Limerick vet 'devastated' as dumped dog dies

Limerick vet 'devastated' as dumped dog dies

Heartbreaking image: The little pom-cross dog was treated by city vet John O'Dwyer after suffering injuries

A LITTLE pom-cross dog that was dumped by the side of a road in Meelick has died.

The pooch, christened Arthur for ‘strength‘, passed away on Thursday night, having failed to recover from severe cuts after being left alone for a number of days.

He was brought in to John O’Dwyer’s small animal hospital in Henry Street in Limerick city by a concerned motorist who spotted him on the side of the road in Meelick, Co Clare.

Despite two days of intense treatment – including being placed on a drip, and having strong painkillers and antibiotics administered – the little dog did not respond, collapsing and dying last night.

The vet reported the “devastating” news on his Facebook page, adding: “He had been in good form all day and had started eating a small bit when it was hand fed to him.”

He confirmed: “At about seven o’clock this evening, he suddenly collapsed, and had passed away before we could revive him. Myself and all the staff here are devastated. He was a lovely sweet dog and had won all our hearts here.”

It is understood after being left miles from home by his owner, Arthur had been involved in a fight with another dog which caused the open cuts.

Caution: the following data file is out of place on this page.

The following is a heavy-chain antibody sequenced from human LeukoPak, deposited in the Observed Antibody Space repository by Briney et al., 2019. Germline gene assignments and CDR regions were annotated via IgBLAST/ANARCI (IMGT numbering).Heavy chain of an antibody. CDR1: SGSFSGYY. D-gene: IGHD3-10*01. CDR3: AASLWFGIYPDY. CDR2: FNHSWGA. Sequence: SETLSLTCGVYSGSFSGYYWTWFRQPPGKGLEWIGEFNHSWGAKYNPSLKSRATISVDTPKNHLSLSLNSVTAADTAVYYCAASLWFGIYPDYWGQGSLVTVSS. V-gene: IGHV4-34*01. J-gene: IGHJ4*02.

It is due to the fact these went untreated for days that the pet’s problems escalated, with flies laying eggs, resulting in maggots eating away at his back.

John said it was “the worst case I have seen in my 40 years of practice”, and warned that the pooch was facing into months of treatment.

Speaking before his sad demise, Mr O'Dwyer said: "The dog has two cuts on his back. He obviously bled quite a lot, and had a massive cut which was not looked after. He was in an awful state when he was handed into us. His back has been nearly eaten away by maggots."

John pointed out the dog did not have a microchip, which made finding his owners very difficult.

"The dog could have been chasing after a girl, lost miles away from home. He could have been away for a week. He was supposed to have a microchip, but he didn't. If he did, it would have taken a lot of the guess work out of it," he said.

After the problems the dog was having became clear, Limerick Animal Welfare set up a fundraising page to help defray some of the costs of this.

More than €2,500 was raised in the hours after the fundraiser was launched, before the sad news of his death was reported.

Meanwhile, many people offered to adopt the dog and nurse him back to health.

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